Ireland is completely off course when it comes to meeting its climate change targets for 2020 and 2030 according to the Climate Change Advisory Council and one Clare TD believes it is another “failure” of Leo Varadkar’s Government.
Founded in 2016, the Climate Change Advisory Council published its annual review and called for an increase in the carbon tax from the current €20 a tonne to €30 a tonne in the upcoming budget, and €80 a tonne by 2030.
Emissions continue to increase by 2 million tonnes per annum, instead of falling by the required 1m tonnes, the report highlighted. The largest increases occurred in energy industries, up 0.7m tonnes of carbon dioxide equivalent, followed by transport and agriculture, both up 0.5m tonnes. This means targets to 2035 are now completely off course, the council says, and as a result immediate and urgent action is needed.
It maintains the National Planning Framework and the National Development Plan have the potential to significantly address climate change challenges, but only if the plan is robustly delivered on. The report criticises the Government for not providing a pathway for the decarbonisation of the economy and society by 2050.
Clare TD, Timmy Dooley is Fianna Fáil’s Spokesperson on Climate Action and stated the “report is a damning indictment of the failure of this government to address climate change and our increasing CO2 emissions”.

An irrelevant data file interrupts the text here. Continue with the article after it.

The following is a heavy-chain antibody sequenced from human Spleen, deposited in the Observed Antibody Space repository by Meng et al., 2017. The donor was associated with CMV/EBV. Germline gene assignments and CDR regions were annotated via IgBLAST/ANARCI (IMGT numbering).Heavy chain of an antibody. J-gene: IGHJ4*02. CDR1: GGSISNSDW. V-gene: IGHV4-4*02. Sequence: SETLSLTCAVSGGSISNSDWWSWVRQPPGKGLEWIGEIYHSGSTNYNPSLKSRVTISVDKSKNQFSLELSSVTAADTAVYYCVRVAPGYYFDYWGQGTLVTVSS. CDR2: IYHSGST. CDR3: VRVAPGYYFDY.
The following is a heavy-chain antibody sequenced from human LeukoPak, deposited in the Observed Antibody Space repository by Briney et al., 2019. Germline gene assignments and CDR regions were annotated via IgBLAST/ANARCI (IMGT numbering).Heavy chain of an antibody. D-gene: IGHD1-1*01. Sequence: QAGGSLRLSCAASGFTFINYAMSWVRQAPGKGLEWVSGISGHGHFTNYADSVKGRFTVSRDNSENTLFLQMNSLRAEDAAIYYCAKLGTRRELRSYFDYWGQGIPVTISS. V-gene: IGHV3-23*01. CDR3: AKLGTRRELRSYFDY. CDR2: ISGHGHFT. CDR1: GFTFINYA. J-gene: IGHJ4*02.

“At this stage, everyone should be well aware of the impact our continued dependence on fossils fuels is having on our environment. Over the past eight months we have seen hundred year weather extremes, Storm Ophelia in Oct, snow drifts in March the likes of which we have not seen in generations, the wettest spring and summer in decades, and now the hottest period for another hundred years.
Deputy Dooley added, “It’s clear to all that climate change is real and it has consequences for us all. In a number of key areas, the Government has failed miserably. Electric Vehicle uptake is significantly behind target while the roll out of fast charging points to give would-be EV motorists confidence has been abysmal. With just 900 charging points across the country, including just 70 fast charging points, and just 5,400 EVs on the road at present, many motorists are turning back to hybrid or worse still, fossil fuel powered vehicles. With an original target of 50,000 by 2020, reduced down to 20,000, it is now likely the total EV fleet will barely reach 8000 by the end of the decade.
“Additionally, the decarbonisation of the national transport fleet is also falling far short of what is needed. Too many of our buses and trains are still being powered by unsustainable energy sources. In fact, the Government allowed Dublin Bus purchase over 100 ‘dirty buses’ in 2017. In housing, 63% of the new houses built last year were being heated through fossil fuel systems.
“All of the above has happened on the Government’s watch. Minister Naughten keeps saying that he and the Government will do better. Targets are being stretched into the future by the Minister when he knows full well it will be someone else’s responsibility to deliver on them. 13 months ago when he took office, Taoiseach Varadkar claimed that climate action would be a core priority for him and his government. Was it something he believed in, or did he and his advisers just think it sounded nice? The evidence to date suggests the latter,” concluded Dooley.